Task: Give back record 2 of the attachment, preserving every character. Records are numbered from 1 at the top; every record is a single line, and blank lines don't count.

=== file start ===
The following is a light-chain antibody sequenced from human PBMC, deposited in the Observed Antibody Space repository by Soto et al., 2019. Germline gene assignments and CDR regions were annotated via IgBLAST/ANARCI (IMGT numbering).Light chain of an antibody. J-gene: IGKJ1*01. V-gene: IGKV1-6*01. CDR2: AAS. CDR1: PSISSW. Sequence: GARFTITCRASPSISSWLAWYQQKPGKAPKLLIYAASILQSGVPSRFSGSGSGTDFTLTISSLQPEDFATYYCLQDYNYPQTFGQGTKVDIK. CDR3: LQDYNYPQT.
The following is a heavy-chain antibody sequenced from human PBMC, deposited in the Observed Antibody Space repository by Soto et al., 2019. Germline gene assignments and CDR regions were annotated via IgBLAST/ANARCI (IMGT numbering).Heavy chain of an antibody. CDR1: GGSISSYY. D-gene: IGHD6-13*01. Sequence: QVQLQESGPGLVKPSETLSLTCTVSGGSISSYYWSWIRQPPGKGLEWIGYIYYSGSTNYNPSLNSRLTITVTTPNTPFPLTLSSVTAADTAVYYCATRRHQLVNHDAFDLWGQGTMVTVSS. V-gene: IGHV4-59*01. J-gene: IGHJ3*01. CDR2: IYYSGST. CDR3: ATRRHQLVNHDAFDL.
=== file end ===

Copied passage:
The following is a heavy-chain antibody sequenced from human PBMC, deposited in the Observed Antibody Space repository by Soto et al., 2019. Germline gene assignments and CDR regions were annotated via IgBLAST/ANARCI (IMGT numbering).Heavy chain of an antibody. CDR1: GGSISSYY. D-gene: IGHD6-13*01. Sequence: QVQLQESGPGLVKPSETLSLTCTVSGGSISSYYWSWIRQPPGKGLEWIGYIYYSGSTNYNPSLNSRLTITVTTPNTPFPLTLSSVTAADTAVYYCATRRHQLVNHDAFDLWGQGTMVTVSS. V-gene: IGHV4-59*01. J-gene: IGHJ3*01. CDR2: IYYSGST. CDR3: ATRRHQLVNHDAFDL.